Muslim Group Turns Up Heat on Navy Over Target Images

Service removes training range images of a Muslim woman pointing a gun after group protests.

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Navy SEALs
U.S. Navy Seals train with a SH-60F Seahawk helicopter assigned to the Tridents of Helicopter Anti-Submarine Squadron Three on the flight deck of the USS Enterprise on Thursday, Oct. 18, 2001 at an undisclosed location at sea in support of Operation Enduring Freedom.

Bowing to pressure from a Muslim-American advocacy group, the Navy removed images from targets at a commando training range showing a Muslim woman aiming a handgun--but the service is mum on why the images were used.

The Navy last week took down the image at a new SEAL training facility at Joint Base Fort Story in Virginia Beach, Va.--and another with a Koran verse printed in Arabic--under pressure from the powerful Council on American-Islamic Relations.

CAIR National Executive Director Nihad Awad calls the move a "welcome first step," but signaled the organization will keep up the heat on the Navy.

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"We welcome the Navy's prompt action to address community concerns and hope this incident serves as a reminder that credible scholars and experts need to be consulted when designing training materials relating to Islam and Muslims for our nation's military personnel," Awad says.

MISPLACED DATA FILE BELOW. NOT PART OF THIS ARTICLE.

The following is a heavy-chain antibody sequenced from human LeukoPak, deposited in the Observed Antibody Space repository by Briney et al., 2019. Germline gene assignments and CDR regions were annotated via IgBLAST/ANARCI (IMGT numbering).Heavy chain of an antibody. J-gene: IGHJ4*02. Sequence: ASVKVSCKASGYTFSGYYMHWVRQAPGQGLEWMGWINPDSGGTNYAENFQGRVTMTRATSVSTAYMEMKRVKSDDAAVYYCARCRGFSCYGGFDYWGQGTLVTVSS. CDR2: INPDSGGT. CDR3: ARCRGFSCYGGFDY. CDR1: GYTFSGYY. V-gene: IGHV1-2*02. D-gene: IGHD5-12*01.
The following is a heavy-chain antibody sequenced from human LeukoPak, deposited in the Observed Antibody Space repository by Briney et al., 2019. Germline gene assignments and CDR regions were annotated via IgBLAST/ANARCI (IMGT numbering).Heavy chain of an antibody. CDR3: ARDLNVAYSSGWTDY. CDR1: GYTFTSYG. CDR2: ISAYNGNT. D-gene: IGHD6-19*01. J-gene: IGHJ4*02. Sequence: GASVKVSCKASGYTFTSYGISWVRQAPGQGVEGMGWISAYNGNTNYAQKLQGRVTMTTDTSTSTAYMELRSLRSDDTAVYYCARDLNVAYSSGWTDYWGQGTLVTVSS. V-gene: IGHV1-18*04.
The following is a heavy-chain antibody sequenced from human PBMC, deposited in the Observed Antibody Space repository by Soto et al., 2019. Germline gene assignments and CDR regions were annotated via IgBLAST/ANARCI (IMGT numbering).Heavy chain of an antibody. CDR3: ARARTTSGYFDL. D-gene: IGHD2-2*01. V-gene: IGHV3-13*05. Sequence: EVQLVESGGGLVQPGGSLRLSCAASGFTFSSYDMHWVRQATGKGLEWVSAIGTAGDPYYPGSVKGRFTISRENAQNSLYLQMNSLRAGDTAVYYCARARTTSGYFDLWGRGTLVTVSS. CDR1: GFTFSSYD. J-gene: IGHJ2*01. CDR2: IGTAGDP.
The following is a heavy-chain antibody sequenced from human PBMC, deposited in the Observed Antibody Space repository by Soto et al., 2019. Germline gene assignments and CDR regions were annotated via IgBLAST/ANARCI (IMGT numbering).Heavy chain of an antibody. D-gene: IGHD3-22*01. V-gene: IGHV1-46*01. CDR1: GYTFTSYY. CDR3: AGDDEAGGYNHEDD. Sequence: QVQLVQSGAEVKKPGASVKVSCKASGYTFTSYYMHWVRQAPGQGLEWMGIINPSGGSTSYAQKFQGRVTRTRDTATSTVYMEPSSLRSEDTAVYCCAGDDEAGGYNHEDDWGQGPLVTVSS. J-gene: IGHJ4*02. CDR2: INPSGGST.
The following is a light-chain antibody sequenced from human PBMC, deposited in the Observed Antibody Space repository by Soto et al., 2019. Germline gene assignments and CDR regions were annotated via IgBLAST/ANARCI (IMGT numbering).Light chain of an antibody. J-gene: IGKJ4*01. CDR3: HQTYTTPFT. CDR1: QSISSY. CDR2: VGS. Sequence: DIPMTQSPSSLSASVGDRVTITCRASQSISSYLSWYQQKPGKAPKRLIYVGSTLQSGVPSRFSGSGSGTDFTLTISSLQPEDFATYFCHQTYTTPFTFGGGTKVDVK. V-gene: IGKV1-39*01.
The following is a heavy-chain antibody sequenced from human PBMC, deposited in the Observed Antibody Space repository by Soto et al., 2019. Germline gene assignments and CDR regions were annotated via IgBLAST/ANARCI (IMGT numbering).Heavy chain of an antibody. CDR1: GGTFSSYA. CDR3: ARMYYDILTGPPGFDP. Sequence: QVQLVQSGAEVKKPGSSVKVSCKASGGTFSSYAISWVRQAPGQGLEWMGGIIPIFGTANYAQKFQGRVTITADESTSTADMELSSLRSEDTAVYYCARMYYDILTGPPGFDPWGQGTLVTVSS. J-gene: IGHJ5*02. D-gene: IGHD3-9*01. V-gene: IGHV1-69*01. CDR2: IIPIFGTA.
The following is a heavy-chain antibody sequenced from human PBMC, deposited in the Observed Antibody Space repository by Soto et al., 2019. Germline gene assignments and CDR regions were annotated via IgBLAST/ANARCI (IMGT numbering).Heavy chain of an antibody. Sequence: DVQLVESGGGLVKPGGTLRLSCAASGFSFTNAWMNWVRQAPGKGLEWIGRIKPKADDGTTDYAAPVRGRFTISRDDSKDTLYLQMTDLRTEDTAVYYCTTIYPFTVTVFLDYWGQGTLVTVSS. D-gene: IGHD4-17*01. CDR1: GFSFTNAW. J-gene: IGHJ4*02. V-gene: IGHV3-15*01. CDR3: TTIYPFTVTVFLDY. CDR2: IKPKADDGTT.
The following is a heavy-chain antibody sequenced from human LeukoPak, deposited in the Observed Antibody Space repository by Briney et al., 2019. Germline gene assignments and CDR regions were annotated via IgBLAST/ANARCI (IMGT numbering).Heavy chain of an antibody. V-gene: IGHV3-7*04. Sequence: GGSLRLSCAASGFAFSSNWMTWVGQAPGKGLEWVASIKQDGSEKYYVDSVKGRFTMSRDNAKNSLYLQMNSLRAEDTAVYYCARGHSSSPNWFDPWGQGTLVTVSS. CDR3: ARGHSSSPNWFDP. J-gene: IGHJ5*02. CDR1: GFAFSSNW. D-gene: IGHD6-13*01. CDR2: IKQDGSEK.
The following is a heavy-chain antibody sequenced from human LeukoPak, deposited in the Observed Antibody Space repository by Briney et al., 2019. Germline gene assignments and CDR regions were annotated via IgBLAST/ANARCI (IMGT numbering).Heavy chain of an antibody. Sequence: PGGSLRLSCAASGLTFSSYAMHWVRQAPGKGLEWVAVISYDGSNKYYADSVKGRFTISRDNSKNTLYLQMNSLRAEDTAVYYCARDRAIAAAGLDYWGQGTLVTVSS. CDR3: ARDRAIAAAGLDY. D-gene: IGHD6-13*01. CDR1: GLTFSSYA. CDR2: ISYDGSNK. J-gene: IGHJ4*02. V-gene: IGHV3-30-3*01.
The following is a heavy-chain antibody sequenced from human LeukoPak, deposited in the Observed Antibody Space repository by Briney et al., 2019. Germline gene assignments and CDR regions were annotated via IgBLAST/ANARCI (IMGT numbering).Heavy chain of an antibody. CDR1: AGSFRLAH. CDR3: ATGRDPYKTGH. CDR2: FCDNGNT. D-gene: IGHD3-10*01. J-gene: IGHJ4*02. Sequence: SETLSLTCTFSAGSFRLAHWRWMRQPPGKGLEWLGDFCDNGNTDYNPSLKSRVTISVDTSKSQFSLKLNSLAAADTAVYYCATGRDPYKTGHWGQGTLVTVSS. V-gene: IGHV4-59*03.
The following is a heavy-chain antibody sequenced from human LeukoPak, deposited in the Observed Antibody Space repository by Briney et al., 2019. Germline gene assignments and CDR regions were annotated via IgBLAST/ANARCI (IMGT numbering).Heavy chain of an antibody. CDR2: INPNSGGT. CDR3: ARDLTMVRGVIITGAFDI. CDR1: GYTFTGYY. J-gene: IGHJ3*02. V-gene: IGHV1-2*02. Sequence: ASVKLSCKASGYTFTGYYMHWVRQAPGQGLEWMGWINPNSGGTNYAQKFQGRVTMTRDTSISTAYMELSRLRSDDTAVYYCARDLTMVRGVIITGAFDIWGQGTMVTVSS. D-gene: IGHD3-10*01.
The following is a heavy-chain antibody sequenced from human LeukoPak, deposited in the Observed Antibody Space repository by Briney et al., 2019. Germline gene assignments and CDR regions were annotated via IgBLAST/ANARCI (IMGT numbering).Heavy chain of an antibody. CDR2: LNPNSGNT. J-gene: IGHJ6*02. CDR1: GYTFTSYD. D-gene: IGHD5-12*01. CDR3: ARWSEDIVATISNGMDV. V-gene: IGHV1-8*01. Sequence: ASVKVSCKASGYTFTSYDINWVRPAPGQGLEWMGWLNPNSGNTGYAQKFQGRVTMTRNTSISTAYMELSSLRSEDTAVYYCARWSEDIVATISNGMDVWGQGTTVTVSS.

But CAIR wants the service to conduct a "serious and comprehensive deal with the issue of Islamophobia in military training."

Lt. David Lloyd, a Naval Special Warfare Group 2 spokesman, acknowledges the images were removed "due to public pressure."

"There are other props of individuals holding other objects such as a bag of groceries, books, pets, and the like," says Lloyd. "The intent or purpose of the indoor range is to provide the most realistic training available to prepare the service member with a life-and-death scenario where one must immediately discern and quickly react to a potential innocent bystander or threat. The focus is the danger or presence of a weapon and not necessarily the individual itself."

In short, using such images, Lloyd says, is intended to help U.S. troops "differentiate between the real threat and innocent bystander."

Lloyd did not directly respond to several inquiries seeking information on why the images of the gun-pointing Muslim woman and Koran verse were used, nor an inquiry about what service official approved their use.

The advocacy group in recent weeks has been ramping up its pressure on the U.S. military. CAIR is calling on Pentagon officials to fire an instructor at Joint Forces Staff College in Norfolk, Va., who allegedly taught his officer students that a "total war" on Islam is the only way to protect the United States.

John T. Bennett covers national security and foreign policy for U.S. News & World Report. You can contact him at or follow him on Twitter.

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